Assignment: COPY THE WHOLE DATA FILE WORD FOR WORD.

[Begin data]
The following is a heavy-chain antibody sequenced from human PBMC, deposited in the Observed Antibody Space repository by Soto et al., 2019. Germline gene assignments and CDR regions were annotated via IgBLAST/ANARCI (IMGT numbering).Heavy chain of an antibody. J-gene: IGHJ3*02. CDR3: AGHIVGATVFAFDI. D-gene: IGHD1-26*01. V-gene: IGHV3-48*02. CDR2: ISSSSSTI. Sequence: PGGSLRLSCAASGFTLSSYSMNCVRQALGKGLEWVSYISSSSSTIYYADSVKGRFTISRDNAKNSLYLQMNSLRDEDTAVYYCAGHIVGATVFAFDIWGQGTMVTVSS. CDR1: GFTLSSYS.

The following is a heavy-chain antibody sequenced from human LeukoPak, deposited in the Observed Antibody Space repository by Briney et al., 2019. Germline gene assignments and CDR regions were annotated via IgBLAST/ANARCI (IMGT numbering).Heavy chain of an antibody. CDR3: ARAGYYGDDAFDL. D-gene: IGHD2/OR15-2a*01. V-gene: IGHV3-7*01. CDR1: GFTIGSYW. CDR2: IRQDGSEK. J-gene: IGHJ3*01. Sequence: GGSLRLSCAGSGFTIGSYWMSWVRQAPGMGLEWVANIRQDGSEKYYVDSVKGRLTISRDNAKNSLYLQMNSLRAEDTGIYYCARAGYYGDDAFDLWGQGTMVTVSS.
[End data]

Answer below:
The following is a heavy-chain antibody sequenced from human PBMC, deposited in the Observed Antibody Space repository by Soto et al., 2019. Germline gene assignments and CDR regions were annotated via IgBLAST/ANARCI (IMGT numbering).Heavy chain of an antibody. J-gene: IGHJ3*02. CDR3: AGHIVGATVFAFDI. D-gene: IGHD1-26*01. V-gene: IGHV3-48*02. CDR2: ISSSSSTI. Sequence: PGGSLRLSCAASGFTLSSYSMNCVRQALGKGLEWVSYISSSSSTIYYADSVKGRFTISRDNAKNSLYLQMNSLRDEDTAVYYCAGHIVGATVFAFDIWGQGTMVTVSS. CDR1: GFTLSSYS.

The following is a heavy-chain antibody sequenced from human LeukoPak, deposited in the Observed Antibody Space repository by Briney et al., 2019. Germline gene assignments and CDR regions were annotated via IgBLAST/ANARCI (IMGT numbering).Heavy chain of an antibody. CDR3: ARAGYYGDDAFDL. D-gene: IGHD2/OR15-2a*01. V-gene: IGHV3-7*01. CDR1: GFTIGSYW. CDR2: IRQDGSEK. J-gene: IGHJ3*01. Sequence: GGSLRLSCAGSGFTIGSYWMSWVRQAPGMGLEWVANIRQDGSEKYYVDSVKGRLTISRDNAKNSLYLQMNSLRAEDTGIYYCARAGYYGDDAFDLWGQGTMVTVSS.